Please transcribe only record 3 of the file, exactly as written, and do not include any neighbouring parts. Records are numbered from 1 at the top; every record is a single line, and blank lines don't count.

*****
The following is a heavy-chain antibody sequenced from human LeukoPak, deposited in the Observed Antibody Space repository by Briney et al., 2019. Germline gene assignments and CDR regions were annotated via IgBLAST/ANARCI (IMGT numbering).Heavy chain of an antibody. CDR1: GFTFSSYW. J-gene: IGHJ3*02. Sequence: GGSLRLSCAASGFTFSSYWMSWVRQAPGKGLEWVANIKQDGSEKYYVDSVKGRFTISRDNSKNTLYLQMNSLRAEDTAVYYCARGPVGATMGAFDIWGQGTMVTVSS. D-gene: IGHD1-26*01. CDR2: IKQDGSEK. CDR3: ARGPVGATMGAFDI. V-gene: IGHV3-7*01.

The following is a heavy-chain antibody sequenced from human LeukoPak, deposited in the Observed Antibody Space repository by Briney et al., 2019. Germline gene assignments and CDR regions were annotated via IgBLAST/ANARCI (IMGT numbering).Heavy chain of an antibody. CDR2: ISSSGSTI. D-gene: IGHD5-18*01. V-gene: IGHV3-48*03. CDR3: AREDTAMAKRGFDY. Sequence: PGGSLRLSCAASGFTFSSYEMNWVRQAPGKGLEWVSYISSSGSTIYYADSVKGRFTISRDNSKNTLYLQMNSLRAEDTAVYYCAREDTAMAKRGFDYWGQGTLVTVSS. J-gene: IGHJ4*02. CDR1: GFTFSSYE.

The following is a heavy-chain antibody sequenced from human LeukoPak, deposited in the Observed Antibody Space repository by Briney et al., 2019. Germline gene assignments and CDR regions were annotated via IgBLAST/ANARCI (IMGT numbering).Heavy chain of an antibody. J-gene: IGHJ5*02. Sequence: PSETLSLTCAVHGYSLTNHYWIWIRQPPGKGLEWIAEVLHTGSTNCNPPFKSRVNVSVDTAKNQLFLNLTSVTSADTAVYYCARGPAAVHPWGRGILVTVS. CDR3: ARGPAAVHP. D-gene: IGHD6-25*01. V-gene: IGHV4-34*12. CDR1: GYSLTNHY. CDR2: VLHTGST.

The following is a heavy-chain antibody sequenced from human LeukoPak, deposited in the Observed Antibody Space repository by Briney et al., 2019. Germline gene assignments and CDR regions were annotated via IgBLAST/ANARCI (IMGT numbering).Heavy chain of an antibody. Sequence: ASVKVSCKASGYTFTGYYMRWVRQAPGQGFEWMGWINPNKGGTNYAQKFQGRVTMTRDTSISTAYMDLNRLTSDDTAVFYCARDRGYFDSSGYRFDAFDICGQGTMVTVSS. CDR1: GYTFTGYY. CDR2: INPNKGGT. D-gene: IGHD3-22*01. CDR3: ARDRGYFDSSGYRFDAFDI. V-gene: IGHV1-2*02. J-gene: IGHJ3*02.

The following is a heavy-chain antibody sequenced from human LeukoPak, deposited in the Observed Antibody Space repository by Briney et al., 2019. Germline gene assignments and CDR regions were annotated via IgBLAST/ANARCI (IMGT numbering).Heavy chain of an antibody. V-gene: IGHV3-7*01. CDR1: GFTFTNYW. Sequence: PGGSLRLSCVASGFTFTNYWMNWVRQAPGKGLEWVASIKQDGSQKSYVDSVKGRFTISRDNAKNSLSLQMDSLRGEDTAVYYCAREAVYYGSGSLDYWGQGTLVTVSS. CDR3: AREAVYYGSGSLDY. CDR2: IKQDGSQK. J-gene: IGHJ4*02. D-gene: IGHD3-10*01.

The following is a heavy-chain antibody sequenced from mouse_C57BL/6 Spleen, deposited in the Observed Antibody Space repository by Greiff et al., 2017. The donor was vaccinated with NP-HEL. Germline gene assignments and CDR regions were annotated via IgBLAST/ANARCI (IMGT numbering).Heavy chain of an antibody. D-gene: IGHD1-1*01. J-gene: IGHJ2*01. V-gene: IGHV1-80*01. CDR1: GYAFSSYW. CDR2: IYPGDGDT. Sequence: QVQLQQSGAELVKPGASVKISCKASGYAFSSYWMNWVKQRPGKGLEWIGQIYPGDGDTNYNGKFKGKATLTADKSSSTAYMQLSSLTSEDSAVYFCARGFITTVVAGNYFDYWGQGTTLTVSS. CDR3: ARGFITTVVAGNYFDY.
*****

The following is a heavy-chain antibody sequenced from human LeukoPak, deposited in the Observed Antibody Space repository by Briney et al., 2019. Germline gene assignments and CDR regions were annotated via IgBLAST/ANARCI (IMGT numbering).Heavy chain of an antibody. J-gene: IGHJ5*02. Sequence: PSETLSLTCAVHGYSLTNHYWIWIRQPPGKGLEWIAEVLHTGSTNCNPPFKSRVNVSVDTAKNQLFLNLTSVTSADTAVYYCARGPAAVHPWGRGILVTVS. CDR3: ARGPAAVHP. D-gene: IGHD6-25*01. V-gene: IGHV4-34*12. CDR1: GYSLTNHY. CDR2: VLHTGST.